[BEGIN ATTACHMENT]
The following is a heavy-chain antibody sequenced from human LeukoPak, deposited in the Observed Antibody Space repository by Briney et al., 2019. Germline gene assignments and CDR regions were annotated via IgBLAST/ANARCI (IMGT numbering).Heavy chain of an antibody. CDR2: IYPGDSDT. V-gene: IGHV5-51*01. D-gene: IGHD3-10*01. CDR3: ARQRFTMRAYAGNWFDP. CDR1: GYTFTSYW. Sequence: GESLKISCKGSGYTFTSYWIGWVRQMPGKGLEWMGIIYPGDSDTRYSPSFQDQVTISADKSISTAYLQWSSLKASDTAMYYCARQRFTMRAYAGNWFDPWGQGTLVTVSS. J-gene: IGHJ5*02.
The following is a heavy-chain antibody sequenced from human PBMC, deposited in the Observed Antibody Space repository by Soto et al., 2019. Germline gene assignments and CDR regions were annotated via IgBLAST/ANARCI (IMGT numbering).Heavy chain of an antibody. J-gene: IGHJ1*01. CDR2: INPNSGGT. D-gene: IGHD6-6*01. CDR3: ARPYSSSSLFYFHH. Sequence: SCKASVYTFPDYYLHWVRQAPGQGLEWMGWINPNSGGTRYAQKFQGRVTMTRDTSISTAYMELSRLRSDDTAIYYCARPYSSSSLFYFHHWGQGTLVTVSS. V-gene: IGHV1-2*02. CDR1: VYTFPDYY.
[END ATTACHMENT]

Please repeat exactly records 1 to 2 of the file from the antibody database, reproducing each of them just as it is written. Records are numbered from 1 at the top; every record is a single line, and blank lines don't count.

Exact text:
The following is a heavy-chain antibody sequenced from human LeukoPak, deposited in the Observed Antibody Space repository by Briney et al., 2019. Germline gene assignments and CDR regions were annotated via IgBLAST/ANARCI (IMGT numbering).Heavy chain of an antibody. CDR2: IYPGDSDT. V-gene: IGHV5-51*01. D-gene: IGHD3-10*01. CDR3: ARQRFTMRAYAGNWFDP. CDR1: GYTFTSYW. Sequence: GESLKISCKGSGYTFTSYWIGWVRQMPGKGLEWMGIIYPGDSDTRYSPSFQDQVTISADKSISTAYLQWSSLKASDTAMYYCARQRFTMRAYAGNWFDPWGQGTLVTVSS. J-gene: IGHJ5*02.
The following is a heavy-chain antibody sequenced from human PBMC, deposited in the Observed Antibody Space repository by Soto et al., 2019. Germline gene assignments and CDR regions were annotated via IgBLAST/ANARCI (IMGT numbering).Heavy chain of an antibody. J-gene: IGHJ1*01. CDR2: INPNSGGT. D-gene: IGHD6-6*01. CDR3: ARPYSSSSLFYFHH. Sequence: SCKASVYTFPDYYLHWVRQAPGQGLEWMGWINPNSGGTRYAQKFQGRVTMTRDTSISTAYMELSRLRSDDTAIYYCARPYSSSSLFYFHHWGQGTLVTVSS. V-gene: IGHV1-2*02. CDR1: VYTFPDYY.